Locally Ted has performed as a band member with Just Deserts, the Flagstaff Contra Dance Music Band.  He jams with the bluegrass musicians at the Wednesday lunchtime jam.  He sometimes joins the open-mic jam sessions.  And has done stand in with the trio at Fat Olive’s, and with the Mother Road Trio playing harmonica and clarinet. Currently Ted is the harmonica teacher at Arizona Music Pro’s in Flagstaff. He has volunteered for, the Folk Festival, Pickin’ In The Pines, and Blues and Brews.  He has performed at the Flagstaff Folk Festival, and at the 3rd Friday Folk Project.
Ted would like to re-elected to the FFOTM Board.

Mike Thompson – I tried to learn guitar in high school, because who didn’t want to be a rock star in the seventies. I never practiced though, so I never got any good. I didn’t even pick it up in college and didn’t miss it when it was stolen from my house 15 years later.
Being from West Virginia, I also loved bluegrass music. And the festivals were a great place to get drunk which was one of my favorite past times in those days. The most notable festival was Aunt Minnie’s farm.  The security was run by a local biker gang, and I was amazed how openly people were selling acid.  John Hartford quit after 2 songs because the crowd was too rowdy.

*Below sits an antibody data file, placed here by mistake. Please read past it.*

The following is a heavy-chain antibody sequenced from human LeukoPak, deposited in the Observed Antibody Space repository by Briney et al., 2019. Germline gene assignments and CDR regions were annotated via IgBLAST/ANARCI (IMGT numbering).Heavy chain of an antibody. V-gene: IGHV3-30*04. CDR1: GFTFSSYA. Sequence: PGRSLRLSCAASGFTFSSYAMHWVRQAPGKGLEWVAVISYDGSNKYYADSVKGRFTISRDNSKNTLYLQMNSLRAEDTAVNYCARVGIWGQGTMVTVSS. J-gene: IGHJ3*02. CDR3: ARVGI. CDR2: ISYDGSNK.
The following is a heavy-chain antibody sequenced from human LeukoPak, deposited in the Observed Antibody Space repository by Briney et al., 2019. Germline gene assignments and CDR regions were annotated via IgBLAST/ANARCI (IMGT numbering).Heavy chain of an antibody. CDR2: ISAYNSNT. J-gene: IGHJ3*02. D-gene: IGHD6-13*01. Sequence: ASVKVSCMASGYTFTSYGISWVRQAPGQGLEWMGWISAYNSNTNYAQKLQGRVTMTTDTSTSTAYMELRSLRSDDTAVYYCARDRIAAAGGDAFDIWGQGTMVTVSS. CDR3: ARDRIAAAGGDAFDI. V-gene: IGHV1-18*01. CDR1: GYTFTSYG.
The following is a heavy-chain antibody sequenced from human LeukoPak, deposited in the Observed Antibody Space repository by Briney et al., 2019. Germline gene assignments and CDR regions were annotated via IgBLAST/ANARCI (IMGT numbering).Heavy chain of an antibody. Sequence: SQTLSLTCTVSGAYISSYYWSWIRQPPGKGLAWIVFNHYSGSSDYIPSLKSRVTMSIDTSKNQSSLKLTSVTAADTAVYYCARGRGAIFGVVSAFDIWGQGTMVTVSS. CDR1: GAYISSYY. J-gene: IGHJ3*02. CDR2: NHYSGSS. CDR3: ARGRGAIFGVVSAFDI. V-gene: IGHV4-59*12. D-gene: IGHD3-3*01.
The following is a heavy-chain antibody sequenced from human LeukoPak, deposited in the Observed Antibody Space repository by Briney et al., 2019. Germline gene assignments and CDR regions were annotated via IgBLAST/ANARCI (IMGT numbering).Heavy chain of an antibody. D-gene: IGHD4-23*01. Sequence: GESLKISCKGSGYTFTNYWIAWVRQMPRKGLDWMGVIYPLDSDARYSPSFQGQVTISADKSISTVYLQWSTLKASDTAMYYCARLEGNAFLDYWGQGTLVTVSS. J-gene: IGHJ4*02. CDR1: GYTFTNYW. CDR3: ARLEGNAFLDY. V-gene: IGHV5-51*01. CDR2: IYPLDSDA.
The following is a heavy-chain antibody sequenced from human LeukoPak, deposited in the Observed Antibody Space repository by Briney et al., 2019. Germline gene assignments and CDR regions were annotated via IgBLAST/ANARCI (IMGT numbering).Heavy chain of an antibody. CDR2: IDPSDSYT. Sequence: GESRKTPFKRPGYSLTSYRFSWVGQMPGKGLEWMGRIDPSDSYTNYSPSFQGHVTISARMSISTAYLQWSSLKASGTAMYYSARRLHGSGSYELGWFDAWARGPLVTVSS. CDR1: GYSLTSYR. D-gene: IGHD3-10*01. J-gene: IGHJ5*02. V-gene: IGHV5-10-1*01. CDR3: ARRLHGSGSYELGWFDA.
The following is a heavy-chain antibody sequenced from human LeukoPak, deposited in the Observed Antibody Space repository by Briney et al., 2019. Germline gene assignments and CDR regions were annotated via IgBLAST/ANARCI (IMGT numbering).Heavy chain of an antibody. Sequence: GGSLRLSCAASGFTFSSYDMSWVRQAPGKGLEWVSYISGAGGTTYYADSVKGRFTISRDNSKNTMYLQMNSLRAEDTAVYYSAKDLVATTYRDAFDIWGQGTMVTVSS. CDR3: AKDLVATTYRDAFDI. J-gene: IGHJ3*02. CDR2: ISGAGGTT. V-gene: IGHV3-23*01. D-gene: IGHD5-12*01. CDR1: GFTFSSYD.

I also really enjoyed the occasional square dances I would come across in college, or at a special party.  Nothing beats live music. (MFOTM  stands for Morgantown Friends of Old Time Music).
Fast forward through 8 years of college (veterinary school) and a decade working in Phoenix.  When I moved to Flagstaff in 1996 I heard about the contra dances.  I loved the live music and flirting with ALL of the women.  That’s where I met Karen.
I was 42 when we had Parker. I think he was 2 years old before we made it to our first FFOTM camp out.  It was a wonderful way to listen to some of our best musicians around the campfire playing for themselves instead of an audience. And it was great to have the village help watch the toddler.  After 2 or 3 campouts we decided if we were going to continue coming we were going to have to participate more. I bought a new guitar to re-learn my 4 chords. Karen got a fiddle.
I would sit in the background and try to strum the right chords.  It was an honor just to be playing at the same circle as Tony Norris. Then came the thrill when I could lead my own songs well enough for others to follow. Later came the Wednesday jams. That can be the highlight of anyone’s week.  I still can’t pick and don’t practice enough, but it sure is fun.
FFOTM has given me a lot of joy. It’s time for me to pay it back, or better yet pay it forward.  If the board needs me, I will be happy to serve.